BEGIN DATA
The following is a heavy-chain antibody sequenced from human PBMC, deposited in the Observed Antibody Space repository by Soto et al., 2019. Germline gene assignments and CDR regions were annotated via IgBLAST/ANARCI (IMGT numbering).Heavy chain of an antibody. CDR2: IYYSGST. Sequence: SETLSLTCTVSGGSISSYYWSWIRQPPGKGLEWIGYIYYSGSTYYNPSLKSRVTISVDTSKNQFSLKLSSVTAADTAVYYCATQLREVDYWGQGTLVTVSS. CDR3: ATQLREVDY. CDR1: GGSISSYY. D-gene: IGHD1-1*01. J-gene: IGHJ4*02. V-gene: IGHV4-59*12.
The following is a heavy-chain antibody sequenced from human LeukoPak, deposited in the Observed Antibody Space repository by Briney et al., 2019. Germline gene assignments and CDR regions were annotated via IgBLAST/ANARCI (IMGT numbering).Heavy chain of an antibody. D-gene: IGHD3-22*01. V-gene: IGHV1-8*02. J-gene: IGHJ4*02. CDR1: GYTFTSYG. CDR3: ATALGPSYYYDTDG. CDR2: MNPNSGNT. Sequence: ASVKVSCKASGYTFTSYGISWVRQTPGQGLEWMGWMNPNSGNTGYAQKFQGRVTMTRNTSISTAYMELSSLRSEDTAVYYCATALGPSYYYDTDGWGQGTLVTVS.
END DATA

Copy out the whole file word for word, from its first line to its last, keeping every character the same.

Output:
The following is a heavy-chain antibody sequenced from human PBMC, deposited in the Observed Antibody Space repository by Soto et al., 2019. Germline gene assignments and CDR regions were annotated via IgBLAST/ANARCI (IMGT numbering).Heavy chain of an antibody. CDR2: IYYSGST. Sequence: SETLSLTCTVSGGSISSYYWSWIRQPPGKGLEWIGYIYYSGSTYYNPSLKSRVTISVDTSKNQFSLKLSSVTAADTAVYYCATQLREVDYWGQGTLVTVSS. CDR3: ATQLREVDY. CDR1: GGSISSYY. D-gene: IGHD1-1*01. J-gene: IGHJ4*02. V-gene: IGHV4-59*12.
The following is a heavy-chain antibody sequenced from human LeukoPak, deposited in the Observed Antibody Space repository by Briney et al., 2019. Germline gene assignments and CDR regions were annotated via IgBLAST/ANARCI (IMGT numbering).Heavy chain of an antibody. D-gene: IGHD3-22*01. V-gene: IGHV1-8*02. J-gene: IGHJ4*02. CDR1: GYTFTSYG. CDR3: ATALGPSYYYDTDG. CDR2: MNPNSGNT. Sequence: ASVKVSCKASGYTFTSYGISWVRQTPGQGLEWMGWMNPNSGNTGYAQKFQGRVTMTRNTSISTAYMELSSLRSEDTAVYYCATALGPSYYYDTDGWGQGTLVTVS.